People v. Lawson

Decision Date09 October 1974
Docket NumberNo. 1,Docket No. 18187,1
Citation223 N.W.2d 716,56 Mich.App. 100
PartiesPEOPLE of the State of Michigan, Plaintiff-Appellee, v. Larry LAWSON, Defendant-Appellant
CourtCourt of Appeal of Michigan — District of US

Jack J. Kraizman, Detroit, for defendant-appellant.

Frank J. Kelley, Atty. Gen., Robert A. Derengoski, Sol. Gen., William L. Cahalan, Pros. Atty., Dominick R. Carnovale, Chief, App. Div., Thomas A. Ziolkowski, Asst. Pros. Atty., for plaintiff-appellee.


LESINSKI, Chief Judge.

The defendant, Larry Lawson, was charged with the crimes of armed robbery, M.C.L.A. § 750.529; M.S.A. § 28.797, and rape, M.C.L.A. § 750.520; M.S.A. § 28.788. A jury found the defendant guilty of armed robbery and not guilty of the crime of rape. The trial court sentenced defendant to a term of 15 to 25 years in prison. Defendant appeals as of right. He contends that the jury's verdict was based upon insufficient evidence and that the trial court coerced the verdict by giving a supplemental charge after the jury had deliberated for four hours.

The incident which resulted in defendant's conviction occurred on June 13, 1972 at about 11:35 p.m. The victims, husband and wife, were watching television in their home in the City of Detroit when two men burst through the front door. The victims testified that one of the men, whom they later identified as defendant Lawson, held a knife on them while a second man locked the house, pulled all the blinds down, and ransacked drawers for money. The men then bound, gagged and blindfolded the husband. The second man, who was never identified, took the wife upstairs to look for more money. Once there he bound and blindfolded her and raped her. Then she was raped again by the other man, whom she said she could recognize by his voice. The men remained searching briefly for valuables, then left in the victims' car. The victims freed themselves and called the police who arrived at 12:25 a.m. Among the many articles taken by the robbers was a set of rings in the wife's purse. Two days later the police arrested the defendant and found the stolen rights in his possession. At a lineup held later, both victims identified the defendant as the first man to enter their house.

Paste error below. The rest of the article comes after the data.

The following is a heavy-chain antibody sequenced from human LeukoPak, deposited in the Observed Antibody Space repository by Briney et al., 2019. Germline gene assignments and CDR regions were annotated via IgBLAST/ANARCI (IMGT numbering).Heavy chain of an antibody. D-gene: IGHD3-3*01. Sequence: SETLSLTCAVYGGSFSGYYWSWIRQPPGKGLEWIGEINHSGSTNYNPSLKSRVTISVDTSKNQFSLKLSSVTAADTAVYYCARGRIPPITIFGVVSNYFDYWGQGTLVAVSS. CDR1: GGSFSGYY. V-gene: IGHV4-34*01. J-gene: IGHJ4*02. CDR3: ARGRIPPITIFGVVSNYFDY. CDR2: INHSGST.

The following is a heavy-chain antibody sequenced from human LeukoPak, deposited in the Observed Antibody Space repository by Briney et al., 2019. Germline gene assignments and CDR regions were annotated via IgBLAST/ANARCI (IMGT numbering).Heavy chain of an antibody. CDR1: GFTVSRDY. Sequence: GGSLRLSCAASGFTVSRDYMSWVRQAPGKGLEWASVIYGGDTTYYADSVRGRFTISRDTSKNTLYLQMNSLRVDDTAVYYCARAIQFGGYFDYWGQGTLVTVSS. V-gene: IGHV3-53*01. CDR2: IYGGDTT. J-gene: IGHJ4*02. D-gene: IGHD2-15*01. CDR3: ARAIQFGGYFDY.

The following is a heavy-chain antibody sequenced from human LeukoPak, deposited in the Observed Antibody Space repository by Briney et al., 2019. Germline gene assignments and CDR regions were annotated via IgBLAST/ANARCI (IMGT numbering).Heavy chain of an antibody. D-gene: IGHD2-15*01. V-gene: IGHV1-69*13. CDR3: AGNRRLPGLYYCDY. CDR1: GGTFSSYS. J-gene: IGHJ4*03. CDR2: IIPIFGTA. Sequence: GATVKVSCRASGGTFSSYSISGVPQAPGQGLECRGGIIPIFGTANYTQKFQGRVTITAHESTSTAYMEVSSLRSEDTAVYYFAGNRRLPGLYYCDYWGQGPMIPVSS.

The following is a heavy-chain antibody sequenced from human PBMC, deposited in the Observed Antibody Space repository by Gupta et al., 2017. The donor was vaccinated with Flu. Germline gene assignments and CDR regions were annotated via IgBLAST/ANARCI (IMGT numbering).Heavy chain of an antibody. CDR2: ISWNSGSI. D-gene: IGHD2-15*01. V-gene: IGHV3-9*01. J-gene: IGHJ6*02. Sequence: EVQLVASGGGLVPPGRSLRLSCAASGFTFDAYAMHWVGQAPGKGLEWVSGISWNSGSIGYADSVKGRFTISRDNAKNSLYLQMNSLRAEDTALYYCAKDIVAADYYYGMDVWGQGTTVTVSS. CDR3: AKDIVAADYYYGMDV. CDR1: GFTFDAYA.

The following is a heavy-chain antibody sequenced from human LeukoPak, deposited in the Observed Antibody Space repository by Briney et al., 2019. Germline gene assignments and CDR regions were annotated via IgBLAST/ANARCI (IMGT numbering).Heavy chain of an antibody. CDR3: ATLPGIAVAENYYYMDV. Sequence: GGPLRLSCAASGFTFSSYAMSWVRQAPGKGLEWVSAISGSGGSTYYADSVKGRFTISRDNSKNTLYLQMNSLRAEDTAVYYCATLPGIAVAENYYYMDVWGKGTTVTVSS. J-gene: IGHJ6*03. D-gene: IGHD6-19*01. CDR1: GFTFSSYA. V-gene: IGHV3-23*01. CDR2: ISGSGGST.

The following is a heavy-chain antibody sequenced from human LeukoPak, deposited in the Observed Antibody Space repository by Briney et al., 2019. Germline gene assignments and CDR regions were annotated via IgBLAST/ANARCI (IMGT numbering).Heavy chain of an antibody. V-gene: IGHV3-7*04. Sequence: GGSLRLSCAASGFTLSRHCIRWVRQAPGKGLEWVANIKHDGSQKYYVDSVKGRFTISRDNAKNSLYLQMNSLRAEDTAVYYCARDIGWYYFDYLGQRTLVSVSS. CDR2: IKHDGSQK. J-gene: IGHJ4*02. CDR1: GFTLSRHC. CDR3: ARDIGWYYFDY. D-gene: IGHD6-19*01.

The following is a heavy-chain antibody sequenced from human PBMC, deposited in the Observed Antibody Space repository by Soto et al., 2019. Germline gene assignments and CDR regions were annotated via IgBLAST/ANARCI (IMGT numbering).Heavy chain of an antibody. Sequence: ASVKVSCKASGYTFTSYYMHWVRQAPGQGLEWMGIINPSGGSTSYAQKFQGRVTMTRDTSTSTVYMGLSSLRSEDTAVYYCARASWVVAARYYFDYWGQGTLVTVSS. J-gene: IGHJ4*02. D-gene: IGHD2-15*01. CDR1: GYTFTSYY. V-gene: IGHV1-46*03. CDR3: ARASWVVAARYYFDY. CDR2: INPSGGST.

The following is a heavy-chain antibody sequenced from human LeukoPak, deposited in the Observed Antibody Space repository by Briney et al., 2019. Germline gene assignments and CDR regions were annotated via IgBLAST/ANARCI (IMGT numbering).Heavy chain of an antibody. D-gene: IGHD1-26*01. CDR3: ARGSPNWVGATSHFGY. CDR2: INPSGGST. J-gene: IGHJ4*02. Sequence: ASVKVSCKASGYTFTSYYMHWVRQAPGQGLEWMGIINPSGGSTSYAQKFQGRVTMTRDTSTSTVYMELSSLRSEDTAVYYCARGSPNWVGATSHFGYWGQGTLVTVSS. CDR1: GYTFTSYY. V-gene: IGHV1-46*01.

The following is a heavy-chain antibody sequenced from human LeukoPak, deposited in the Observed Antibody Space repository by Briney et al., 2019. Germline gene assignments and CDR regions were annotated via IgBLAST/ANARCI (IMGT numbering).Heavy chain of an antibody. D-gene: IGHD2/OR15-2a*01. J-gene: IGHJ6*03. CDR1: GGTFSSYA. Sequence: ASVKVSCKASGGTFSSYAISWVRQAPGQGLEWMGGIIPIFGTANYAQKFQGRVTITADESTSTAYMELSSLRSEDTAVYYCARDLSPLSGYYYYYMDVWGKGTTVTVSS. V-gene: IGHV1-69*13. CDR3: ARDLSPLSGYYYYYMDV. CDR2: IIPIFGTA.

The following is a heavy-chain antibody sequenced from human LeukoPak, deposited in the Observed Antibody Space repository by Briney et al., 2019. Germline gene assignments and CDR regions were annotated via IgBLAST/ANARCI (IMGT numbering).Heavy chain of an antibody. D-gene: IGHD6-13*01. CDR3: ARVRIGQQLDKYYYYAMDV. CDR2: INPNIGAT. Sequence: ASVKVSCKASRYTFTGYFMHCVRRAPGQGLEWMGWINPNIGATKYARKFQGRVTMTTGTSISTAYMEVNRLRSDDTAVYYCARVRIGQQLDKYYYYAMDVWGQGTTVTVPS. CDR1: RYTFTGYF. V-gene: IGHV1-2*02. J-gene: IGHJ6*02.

At trial the defendant presented an alibi defense. He attacked the reliability of the victims' identification by showing the discrepancies between the description which the victims had given to police after the crime and his own appearance. Notably, neither victim had indicated that their assailant wore a mustache and goatee, which defendant did at the time of his arrest. Furthermore, the defendant presented as an alibi witness Mr. Nehemiah Pitts, a counselor at the YMCA's Project Alternative, the defendant's residence on the night of the crime. Mr. Pitts testified that on the night in question the defendant was present at the Project. Mr. Pitts remembered speaking to him at approximately 11 p.m. that evening. He claimed to have seen defendant again at 11:30 at the time he made a bed-check to see that none of the residents was absent. The counselor's log book for that evening did not indicate that the defendant had been found absent in violation of the 11:30 curfew. The defendant's evidence thus directly conflicted with that presented by the prosecution.